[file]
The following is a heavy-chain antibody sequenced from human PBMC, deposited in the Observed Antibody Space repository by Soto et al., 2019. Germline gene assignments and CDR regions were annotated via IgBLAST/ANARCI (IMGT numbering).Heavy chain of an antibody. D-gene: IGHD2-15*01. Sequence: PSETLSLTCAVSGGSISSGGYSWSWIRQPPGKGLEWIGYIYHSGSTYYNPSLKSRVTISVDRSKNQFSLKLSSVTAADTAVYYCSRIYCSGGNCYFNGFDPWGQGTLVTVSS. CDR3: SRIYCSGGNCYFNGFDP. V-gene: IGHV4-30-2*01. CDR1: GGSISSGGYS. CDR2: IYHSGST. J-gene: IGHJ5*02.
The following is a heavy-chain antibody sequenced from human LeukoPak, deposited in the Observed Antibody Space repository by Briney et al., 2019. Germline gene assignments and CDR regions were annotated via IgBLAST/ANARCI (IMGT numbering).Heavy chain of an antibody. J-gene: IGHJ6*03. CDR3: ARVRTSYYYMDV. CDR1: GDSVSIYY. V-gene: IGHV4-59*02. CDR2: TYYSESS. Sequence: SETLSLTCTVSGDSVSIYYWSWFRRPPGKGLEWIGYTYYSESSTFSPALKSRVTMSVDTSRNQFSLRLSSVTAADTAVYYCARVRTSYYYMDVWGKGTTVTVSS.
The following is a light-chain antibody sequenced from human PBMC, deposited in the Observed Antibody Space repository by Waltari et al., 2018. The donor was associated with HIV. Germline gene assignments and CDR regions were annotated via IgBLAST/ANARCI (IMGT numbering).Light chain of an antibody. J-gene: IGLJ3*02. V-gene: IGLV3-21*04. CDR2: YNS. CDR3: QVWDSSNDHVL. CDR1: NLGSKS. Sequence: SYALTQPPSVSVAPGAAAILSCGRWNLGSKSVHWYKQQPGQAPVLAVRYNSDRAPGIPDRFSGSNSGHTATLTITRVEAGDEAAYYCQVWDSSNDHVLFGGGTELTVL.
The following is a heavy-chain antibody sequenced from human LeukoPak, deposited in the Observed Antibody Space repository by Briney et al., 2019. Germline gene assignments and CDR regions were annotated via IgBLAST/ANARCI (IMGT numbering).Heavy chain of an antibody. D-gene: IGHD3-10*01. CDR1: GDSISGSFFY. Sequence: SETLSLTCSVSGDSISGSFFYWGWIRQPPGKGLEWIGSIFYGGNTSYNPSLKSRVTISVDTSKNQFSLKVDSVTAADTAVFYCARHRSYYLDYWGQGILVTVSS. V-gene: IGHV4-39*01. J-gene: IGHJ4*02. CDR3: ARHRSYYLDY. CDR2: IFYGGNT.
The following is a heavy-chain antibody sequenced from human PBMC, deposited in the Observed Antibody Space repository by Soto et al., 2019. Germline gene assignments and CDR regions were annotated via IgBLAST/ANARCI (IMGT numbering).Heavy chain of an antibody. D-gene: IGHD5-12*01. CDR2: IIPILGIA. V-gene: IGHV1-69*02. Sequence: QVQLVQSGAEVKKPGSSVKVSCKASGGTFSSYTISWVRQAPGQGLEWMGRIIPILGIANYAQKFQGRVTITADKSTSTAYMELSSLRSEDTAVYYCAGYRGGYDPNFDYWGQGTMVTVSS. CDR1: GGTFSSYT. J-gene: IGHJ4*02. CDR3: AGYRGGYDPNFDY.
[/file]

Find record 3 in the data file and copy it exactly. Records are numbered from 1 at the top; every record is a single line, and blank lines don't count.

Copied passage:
The following is a light-chain antibody sequenced from human PBMC, deposited in the Observed Antibody Space repository by Waltari et al., 2018. The donor was associated with HIV. Germline gene assignments and CDR regions were annotated via IgBLAST/ANARCI (IMGT numbering).Light chain of an antibody. J-gene: IGLJ3*02. V-gene: IGLV3-21*04. CDR2: YNS. CDR3: QVWDSSNDHVL. CDR1: NLGSKS. Sequence: SYALTQPPSVSVAPGAAAILSCGRWNLGSKSVHWYKQQPGQAPVLAVRYNSDRAPGIPDRFSGSNSGHTATLTITRVEAGDEAAYYCQVWDSSNDHVLFGGGTELTVL.